If you suffer a spinal cord injury, there are two basic categories in which this injury is likely to fall. It could either be an incomplete injury or a complete injury.
Though it is true that every spinal cord injury is different, it’s important to understand which category you may fit into and how this could impact the way that your injury changes your life in the future. This is especially true if you believe that the spinal cord injury has produced a long-term disability.
What is the difference?
A complete spinal cord injury is what people generally refer to as paralysis. If the spinal cord has been completely severed and messages can no longer move from your brain through the cord, all feeling and mobility below that point are generally going to be lost. That’s part of the reason that the location of the injury matters so much since this can determine where this loss begins. A spinal cord injury at your neck, for instance, can be much more serious than one in your lower back, at least in the sense that it limits your body in more significant ways.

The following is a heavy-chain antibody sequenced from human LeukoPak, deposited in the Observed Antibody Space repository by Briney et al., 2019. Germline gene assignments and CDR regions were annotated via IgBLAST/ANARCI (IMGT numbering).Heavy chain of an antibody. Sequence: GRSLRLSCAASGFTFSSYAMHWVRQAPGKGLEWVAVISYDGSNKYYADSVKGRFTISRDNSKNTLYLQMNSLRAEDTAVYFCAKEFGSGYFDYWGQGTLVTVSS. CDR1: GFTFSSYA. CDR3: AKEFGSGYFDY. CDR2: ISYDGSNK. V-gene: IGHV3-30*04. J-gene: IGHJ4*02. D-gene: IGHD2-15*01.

An incomplete injury means that there is still substantial damage, but some messages can still pass through that area. This does not mean that you have full feeling or movement below the injury. You may just have the faintest sensations. But it does mean that the injury has not completely severed the spinal cord.
No matter which type of injury you have, it certainly could qualify as a disability. Be sure you know about all the options at your disposal. Social Security Disability benefits can help you and your family begin to piece your lives back together after a serious injury.